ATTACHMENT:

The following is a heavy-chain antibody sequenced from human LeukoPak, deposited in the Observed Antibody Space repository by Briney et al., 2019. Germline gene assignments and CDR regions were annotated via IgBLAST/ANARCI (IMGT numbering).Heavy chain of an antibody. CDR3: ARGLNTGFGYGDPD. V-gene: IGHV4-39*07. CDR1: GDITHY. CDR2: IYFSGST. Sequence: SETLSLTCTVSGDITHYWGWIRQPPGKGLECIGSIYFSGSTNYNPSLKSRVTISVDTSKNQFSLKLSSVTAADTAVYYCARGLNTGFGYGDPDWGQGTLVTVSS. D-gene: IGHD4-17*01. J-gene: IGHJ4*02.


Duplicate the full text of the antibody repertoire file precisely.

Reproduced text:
The following is a heavy-chain antibody sequenced from human LeukoPak, deposited in the Observed Antibody Space repository by Briney et al., 2019. Germline gene assignments and CDR regions were annotated via IgBLAST/ANARCI (IMGT numbering).Heavy chain of an antibody. CDR3: ARGLNTGFGYGDPD. V-gene: IGHV4-39*07. CDR1: GDITHY. CDR2: IYFSGST. Sequence: SETLSLTCTVSGDITHYWGWIRQPPGKGLECIGSIYFSGSTNYNPSLKSRVTISVDTSKNQFSLKLSSVTAADTAVYYCARGLNTGFGYGDPDWGQGTLVTVSS. D-gene: IGHD4-17*01. J-gene: IGHJ4*02.